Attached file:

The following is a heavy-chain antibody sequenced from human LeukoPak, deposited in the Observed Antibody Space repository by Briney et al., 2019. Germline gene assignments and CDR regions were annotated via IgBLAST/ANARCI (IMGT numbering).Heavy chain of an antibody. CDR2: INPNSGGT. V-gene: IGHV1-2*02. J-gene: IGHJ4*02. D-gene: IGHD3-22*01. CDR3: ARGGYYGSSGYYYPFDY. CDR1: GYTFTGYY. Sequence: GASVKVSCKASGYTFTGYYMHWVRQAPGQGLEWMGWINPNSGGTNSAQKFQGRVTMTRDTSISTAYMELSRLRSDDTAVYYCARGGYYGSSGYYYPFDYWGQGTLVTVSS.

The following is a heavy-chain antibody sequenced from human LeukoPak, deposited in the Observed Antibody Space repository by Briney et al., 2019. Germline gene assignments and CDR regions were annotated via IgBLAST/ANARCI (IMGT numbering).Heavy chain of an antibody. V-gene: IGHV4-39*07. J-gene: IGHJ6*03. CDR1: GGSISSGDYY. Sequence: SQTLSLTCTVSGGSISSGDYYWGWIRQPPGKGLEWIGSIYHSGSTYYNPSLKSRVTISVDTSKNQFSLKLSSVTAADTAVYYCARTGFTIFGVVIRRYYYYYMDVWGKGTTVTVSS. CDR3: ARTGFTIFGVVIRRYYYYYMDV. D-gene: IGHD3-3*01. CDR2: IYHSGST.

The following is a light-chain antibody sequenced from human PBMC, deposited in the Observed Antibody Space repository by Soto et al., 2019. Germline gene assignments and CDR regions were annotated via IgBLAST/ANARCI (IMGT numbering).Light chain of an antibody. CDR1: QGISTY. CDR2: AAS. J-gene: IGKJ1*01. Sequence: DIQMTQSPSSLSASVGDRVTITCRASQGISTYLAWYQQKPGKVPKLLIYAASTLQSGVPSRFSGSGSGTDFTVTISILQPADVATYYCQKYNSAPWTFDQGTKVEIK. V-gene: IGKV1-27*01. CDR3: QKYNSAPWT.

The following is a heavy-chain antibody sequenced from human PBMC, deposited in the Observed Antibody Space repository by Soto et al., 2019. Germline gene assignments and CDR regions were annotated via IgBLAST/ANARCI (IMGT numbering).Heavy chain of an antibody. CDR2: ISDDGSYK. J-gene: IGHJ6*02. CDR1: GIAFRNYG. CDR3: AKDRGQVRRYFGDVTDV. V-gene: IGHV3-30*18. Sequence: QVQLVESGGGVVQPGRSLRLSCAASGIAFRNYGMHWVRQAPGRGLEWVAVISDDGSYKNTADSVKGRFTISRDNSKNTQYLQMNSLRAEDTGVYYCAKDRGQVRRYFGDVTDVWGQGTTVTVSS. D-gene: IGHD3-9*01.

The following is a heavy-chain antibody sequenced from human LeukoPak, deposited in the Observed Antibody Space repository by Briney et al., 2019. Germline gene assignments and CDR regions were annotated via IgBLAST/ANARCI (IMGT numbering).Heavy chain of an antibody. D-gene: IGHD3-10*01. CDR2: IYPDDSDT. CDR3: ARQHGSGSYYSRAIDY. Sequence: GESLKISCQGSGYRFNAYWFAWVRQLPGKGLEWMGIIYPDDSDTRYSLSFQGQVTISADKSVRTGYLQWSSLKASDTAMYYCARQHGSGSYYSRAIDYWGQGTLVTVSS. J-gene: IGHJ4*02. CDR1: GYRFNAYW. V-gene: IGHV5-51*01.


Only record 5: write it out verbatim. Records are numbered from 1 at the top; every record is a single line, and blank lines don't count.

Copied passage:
The following is a heavy-chain antibody sequenced from human LeukoPak, deposited in the Observed Antibody Space repository by Briney et al., 2019. Germline gene assignments and CDR regions were annotated via IgBLAST/ANARCI (IMGT numbering).Heavy chain of an antibody. D-gene: IGHD3-10*01. CDR2: IYPDDSDT. CDR3: ARQHGSGSYYSRAIDY. Sequence: GESLKISCQGSGYRFNAYWFAWVRQLPGKGLEWMGIIYPDDSDTRYSLSFQGQVTISADKSVRTGYLQWSSLKASDTAMYYCARQHGSGSYYSRAIDYWGQGTLVTVSS. J-gene: IGHJ4*02. CDR1: GYRFNAYW. V-gene: IGHV5-51*01.